The idea may seem strange at first to most people, the ability of one adult to adopt another sometimes holds major financial, emotional and practical benefits.

The reasons for adoption of one adult by another are not usually a primary concern when it comes time for a court to grant approval. Many reasons exist, and Georgia law commonly allows this kind of adoption.

Goals of people seeking adult adoption

In addition to purely emotional reasons, perhaps the most common goal of adult adoption is to make estate planning simpler for an older stepparent.

Also consider that stepparent adoption of a minor stepchild can take a long time in some instances. If, when the process is complete, the stepchild is no longer technically a minor, the child’s adulthood doesn’t have to be an obstacle.

Sometimes, a foster parent and the child they fostered eventually decide that their emotional bonds and/or financial goals have made adoption appealing.

In other cases, a person who grew up as an adopted child then finds their birth family. For purely emotional or other reasons, they might want to become the legal child of their biological parents once again.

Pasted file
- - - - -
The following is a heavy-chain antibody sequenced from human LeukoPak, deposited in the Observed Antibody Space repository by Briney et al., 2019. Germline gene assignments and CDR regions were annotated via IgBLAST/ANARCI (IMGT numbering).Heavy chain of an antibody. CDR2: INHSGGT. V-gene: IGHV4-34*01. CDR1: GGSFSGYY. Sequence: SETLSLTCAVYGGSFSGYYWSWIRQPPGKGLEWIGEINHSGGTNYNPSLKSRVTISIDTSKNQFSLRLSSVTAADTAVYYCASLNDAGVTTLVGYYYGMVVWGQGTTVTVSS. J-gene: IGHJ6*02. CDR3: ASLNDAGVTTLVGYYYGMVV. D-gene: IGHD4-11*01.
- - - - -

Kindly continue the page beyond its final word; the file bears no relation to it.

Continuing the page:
Intimate partner rights

Stepparents as well as those in any number of less familiar family relationships may need parental rights when they least expect it, and in a hurry.

Before same-sex marriage became legal in every state, it was more common for intimate partners to use adoption to ensure estate inheritance, the right to make medical decisions or hospital visits and other rights that were then often available only to heterosexual married couples.

The practice is still a possibility for couples of any gender who, for example, don’t wish to marry for philosophical reasons. Because recognition of adoption in one state is relatively consistent and secure in other states, it is a relationship that usually travels well and is quickly acknowledged in an emergency.